Cleaners - Odorless Mineral Spirits and Ethyl Alcohol (denatured is fine). I make sure i wash my brushes first in mineral spirits then in alcohol to clean them thoroughly. The alcohol however kills natural hair brushes so this is the reason I use it with synthetics. If you purchase traditional brushes, I'd use mineral spirits and whatever cleaner that the supplier offers specifically for urushi--probably pure de-gummed turpentine. You probably cannot purchase these from the international supplies, being considered hazmat and all. But you'll be able to find these at home depot or lowes. I would suggest you THOROUGHLY clean brushes as best you can, otherwise you'll end up killing the brushes at a rate faster than the urushi already does. Do not thin urushi with these cleaners.
Thinners - Oil of Camphor, Pure De-Gummed Turpentine. Traditionally, camphor oil (not solid camphor) is the thinner of choice for urushi. However, it is not easy to find, and being highly flammable, it is considered a hazmat by many shipping companies. Pure de-gummed Turpentine is a suitable substitute and can be found in any well stocked fine art stores. Please do not use Turpenoid or other turpentine substitutes. Only true turpentine will do. When thinning urushi, it is not recommended add more than 30% thinner to the lacquer
Abrasives - I would suggest trying out various abrasives. Traditionally as the prime solid abrasive magnolia charcoal is used, and i've found out that various types of charcoals purchased from an art store (should look like burnt wood, not compressed pastel sticks) works. Varying species and hardnesses can be used as different "abrasive grits" In Japan they also use "whetstones" that gradually disintegrate as you rub them. These are harder to find, but one of the online suppliers carries them. Alternatively, you could use modern abrasives such as sandpaper, steel wool, scotch-brite and micromesh. Try what you like best, but some of the modern abrasives can be too harsh. Powdered abrasives are also used in the finishing stages of lacquerwork. Traditional powders are charcoal powder, whetstone powder, tonoko, jinoko and tsunoko. Tonoko and jinoko are types of mineral earth mined from specific locations in japan. One use for these is to create a initial smooth finish in preparation for the final polishing stages. Whetstone powder in different levels of coarseness can be used much in the same way as tonoko and jinoko, but is most often made of alumina. Using tonoko, or jinoko for the initial polish is called douzuri. Tsunoko is the finesh polishing powder traditionally used for lacquerwork, and it or its equivalent is necessary for roiro-migaki. Tsunoko is a powder made from the ash created by burning deer antlers. This is mixed with a non drying oil, water, or my favorite, saliva (sounds gross but it works well) to create a very high polish. I use a modern equivalent since tsunoko is ridiculously expensive compared to what I use, and it being synthetically produced to have far finer and uniform in particle size, it arguably has the potential to create even a higher polish than tsunoko. One substitute for tsunoko that I've tried before was Jeweler's rouge. Its essentially a fine particulate form of iron oxide. It works really well in creating a shine, however it is RIDICULOUSLY messy to use, and tends to stain the lacquer somewhat. Actually, it kinda stains pretty much everything.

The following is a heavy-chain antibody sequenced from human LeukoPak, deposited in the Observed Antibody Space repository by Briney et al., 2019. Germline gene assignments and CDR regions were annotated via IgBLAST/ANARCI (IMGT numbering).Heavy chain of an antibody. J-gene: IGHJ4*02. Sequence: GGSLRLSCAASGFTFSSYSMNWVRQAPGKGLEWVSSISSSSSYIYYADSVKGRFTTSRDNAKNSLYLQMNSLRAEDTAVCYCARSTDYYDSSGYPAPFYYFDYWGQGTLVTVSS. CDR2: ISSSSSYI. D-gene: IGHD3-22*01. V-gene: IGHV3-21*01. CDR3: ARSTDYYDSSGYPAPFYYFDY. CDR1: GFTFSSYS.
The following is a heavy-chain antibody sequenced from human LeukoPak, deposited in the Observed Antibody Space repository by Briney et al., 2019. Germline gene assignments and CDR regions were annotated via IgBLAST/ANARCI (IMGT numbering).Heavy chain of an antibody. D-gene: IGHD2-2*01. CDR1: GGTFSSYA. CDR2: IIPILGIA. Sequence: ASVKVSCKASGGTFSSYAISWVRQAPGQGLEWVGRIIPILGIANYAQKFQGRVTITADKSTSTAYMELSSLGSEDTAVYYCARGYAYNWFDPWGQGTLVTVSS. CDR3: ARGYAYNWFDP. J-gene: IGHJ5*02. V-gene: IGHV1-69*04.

Urushi-Furo - This is an absolute must, however, you'll probably have to construct one yourself. the absolute basics consists of an airtight wooden box with a tray or bowl with a damp towel. I would also suggest purchasing a basic thermometer/hygrometer used for cigar humidors. The best method I could suggest in making a furo is to find a humidor cabinet and install it with an electric cigar humidifier. These typically keep the humidity levels at precise levels. However I'm not sure if they work up to the high humidity levels needed for urushi. Another thing i would say is needed for pens is some method of rotating the lacquered pieces as they cure. This is to maintain a even coat around the entire piece....maybe build something with a motor and some pieces of wood....dunno....
Some pens to lacquer....obviously its best if any clips and trims disassemble easily, or can be put on after lacquering.
All of this information was for simple, unadorned lacquerwork. There are quite literally hundreds of different methods of adorning lacquerware beyond this, including but certainly not limited to several dozens of maki-e techniques, several different raden techniques, rankaku, tsugaru-nuri, urushi-e, haku-e, heidaitsu, ishime-nuri, tamenuri, saishitsu, chinkin, chinkin-zougan, tsuikin, bokashi-nuri, nami-nuri, sumiko-nuri....i don't think i have the time or space to mention every technique that i've encountered so far, never mind those that I've only heard about or yet to see.
Okay. I think that's all I can tell you at the moment, without a specific question to go on. I'll be happy to answer the questions that you'll most likely come up with.
Whew. So, anyway, good luck on your endeavors!
Edited by SJM1123, 25 July 2009 - 08:31.